“No matter what happens during the next hour, we all need to be actively engaged in surviving! Those capsules probably don’t contain food for us, but they may need protein.” There; now they shut up. Although I hated causing panic, it was the tool they responded to best. Taking another big breath, I prodded their fear, “If many return, make no mistake-they WILL take”, I paused for effect, “Everything. Do you hear me? Every. Single. Thing. Now, please! Help Garvey secure some of the harvest. We must use our time wisely! Haff and Preeky will stay here and wait for Dr. Gronne and any others. Let’s go!” I march purposefully to our garden without looking back, not feeling half as confident as Haff often tells me I look. Hoping the work might provide my mind with some respite from picking at my most tender motherhood wound, I found myself almost running.
Grabbing an ancient wheelbarrow with worn wooden handles from the long gardening shed/greenhouse, I nodded to a few of those who followed me on my way back out, “Thanks, Adanni and Pesha. Thanks, Jory and Visset.” Not as many as I’d hoped, but I never knew who I could count on in Eudaimonia, except Haff and Preeky. Heading for the squash, I heard Haff’s voice in my mind, “Sco? Can you hear me Sco? I love you, Baby. I’m in this with you”.
“I love you, Haffney”, I imagine this zipping back and settling beneath his copper head of curls, both relief and hope tempering my aura of dread a bit. If there was any chance of us seeing Zehmy again, Haff would make it happen, I knew. Picking up the largest squash in the garden, a waft of citrusy floral teases me as I whisper, “thank you”, right before I cut it’s vine a few inches from the top with my pocket knife and place it in the wheelbarrow, quickly turning to express my appreciation to another. We were hungry sometimes, mostly at the end of summer when our stores in the caves ran thin. Pressure behind my eyes comes along with the effort to concentrate on only squash. I sqeeze them shut tightly then reopened them. A cool soup, made by Preeky and a few others came to mind, with my fried millet cakes in the caves this summer. My mind circled back to wonder about the person in the capsule, and if there are others. Why? As I placed the 6th squash in the wheelbarrow, I paused to make note of who else picked this year’s harvest, but couldn’t make out everyone in the predawn shadowy light. Drs. Kilgore and Alfonso, partners and colleagues of Haff’s in Bio-C, had almost a full wheelbarrow of eggplant, the two dressed in yellow coveralls and talking low in a steady murmur. Seriously academic, and older than most of the Eudaimonia Leaders, they mostly kept to themselves, just as Haff and I do. They didn’t notice me until I rolled up behind them with my wheelbarrow of a dozen large squash. As descendants of Elites, Haff and I felt we must frequently prove ourselves not only valuable, but likeable. Haff is much better at the second part than I. “Thank you Dr. Alfonso, Dr. Kilgore”. A quick and simultaneous nod on their way toward the cellars makes me think they might appreciate our precarious position. Or, they may just be afraid of me.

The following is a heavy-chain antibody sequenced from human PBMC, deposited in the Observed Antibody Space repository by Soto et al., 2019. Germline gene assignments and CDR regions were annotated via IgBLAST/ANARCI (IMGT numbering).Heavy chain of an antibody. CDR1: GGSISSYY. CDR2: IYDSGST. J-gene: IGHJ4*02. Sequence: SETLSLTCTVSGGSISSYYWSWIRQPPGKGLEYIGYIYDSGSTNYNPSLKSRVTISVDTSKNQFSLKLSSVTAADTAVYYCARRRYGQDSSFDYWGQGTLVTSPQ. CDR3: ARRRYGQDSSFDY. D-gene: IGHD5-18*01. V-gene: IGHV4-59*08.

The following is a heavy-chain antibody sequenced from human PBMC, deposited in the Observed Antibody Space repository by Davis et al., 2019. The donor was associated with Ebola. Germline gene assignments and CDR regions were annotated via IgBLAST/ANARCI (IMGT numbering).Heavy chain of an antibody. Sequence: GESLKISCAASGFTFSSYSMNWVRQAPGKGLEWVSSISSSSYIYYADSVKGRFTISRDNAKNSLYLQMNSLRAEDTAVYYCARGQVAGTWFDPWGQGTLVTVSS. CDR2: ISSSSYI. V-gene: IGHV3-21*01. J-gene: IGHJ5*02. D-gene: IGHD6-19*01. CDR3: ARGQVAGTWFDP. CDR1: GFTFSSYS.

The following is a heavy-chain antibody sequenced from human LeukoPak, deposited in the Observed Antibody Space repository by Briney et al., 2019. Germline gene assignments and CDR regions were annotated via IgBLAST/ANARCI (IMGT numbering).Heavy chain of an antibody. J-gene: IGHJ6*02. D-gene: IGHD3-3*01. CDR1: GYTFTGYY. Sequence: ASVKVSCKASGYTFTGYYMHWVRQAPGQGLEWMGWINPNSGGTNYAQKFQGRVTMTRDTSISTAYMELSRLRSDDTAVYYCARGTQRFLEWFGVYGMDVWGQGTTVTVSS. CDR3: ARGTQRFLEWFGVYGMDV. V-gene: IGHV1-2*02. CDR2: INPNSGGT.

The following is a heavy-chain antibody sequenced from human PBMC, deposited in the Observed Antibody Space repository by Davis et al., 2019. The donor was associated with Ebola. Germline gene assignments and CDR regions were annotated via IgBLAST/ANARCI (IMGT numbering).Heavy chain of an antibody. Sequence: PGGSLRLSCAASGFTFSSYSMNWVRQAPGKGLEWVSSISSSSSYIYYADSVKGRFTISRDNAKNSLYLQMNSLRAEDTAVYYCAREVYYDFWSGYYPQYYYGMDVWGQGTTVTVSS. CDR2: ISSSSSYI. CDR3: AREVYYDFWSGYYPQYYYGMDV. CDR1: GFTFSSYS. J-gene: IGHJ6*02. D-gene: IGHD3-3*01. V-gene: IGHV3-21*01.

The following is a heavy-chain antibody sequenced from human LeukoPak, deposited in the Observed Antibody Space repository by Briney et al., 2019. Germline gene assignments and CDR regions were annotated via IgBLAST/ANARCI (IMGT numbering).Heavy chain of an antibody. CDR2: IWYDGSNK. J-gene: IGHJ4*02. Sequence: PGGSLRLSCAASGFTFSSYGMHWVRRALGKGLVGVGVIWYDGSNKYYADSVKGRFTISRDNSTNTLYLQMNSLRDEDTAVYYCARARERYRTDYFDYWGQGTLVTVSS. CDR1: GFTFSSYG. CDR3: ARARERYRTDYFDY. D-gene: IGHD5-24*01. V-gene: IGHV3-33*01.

“Baby, I need you to listen to me. You need to hide, Scotia. It was Dusan we saw in that capsule. Dusan came back, Sco! He came back for… “, Haff’s increasingly tense message faded to silence, our connection cut off somehow.
“Haff? Haff! Tell me you’re ok, Haffney”! Instinctively, I left the wheelbarrow and slid between the container that served as our gardening storage shed and another which housed seeds, harvest, and Garvey’s personal living space. Dusan and I were betrothed at thirteen, which everyone knows. But no one knows Dusan is also my nightmare, not even Haffney. Shit. Even leaning against solid metal, the world is spinning. I have to move. Panic is driving me as I race to our container and my S-bag hanging just inside on a hook next to Haff’s. Slipping rubbers I’ve only worn once in the past two years over thin wool socks, Dusan’s hawkish face fills my vision and memories threaten me from several directions. My racing heart won’t let me stop, has no space for logic or love or anything other than getting as far from the shore as I can. Spoiled by my parents, I didn’t consider what my relationship with Haff would do to Dusan’s reputation, to his pride. But, he’d punished me enough.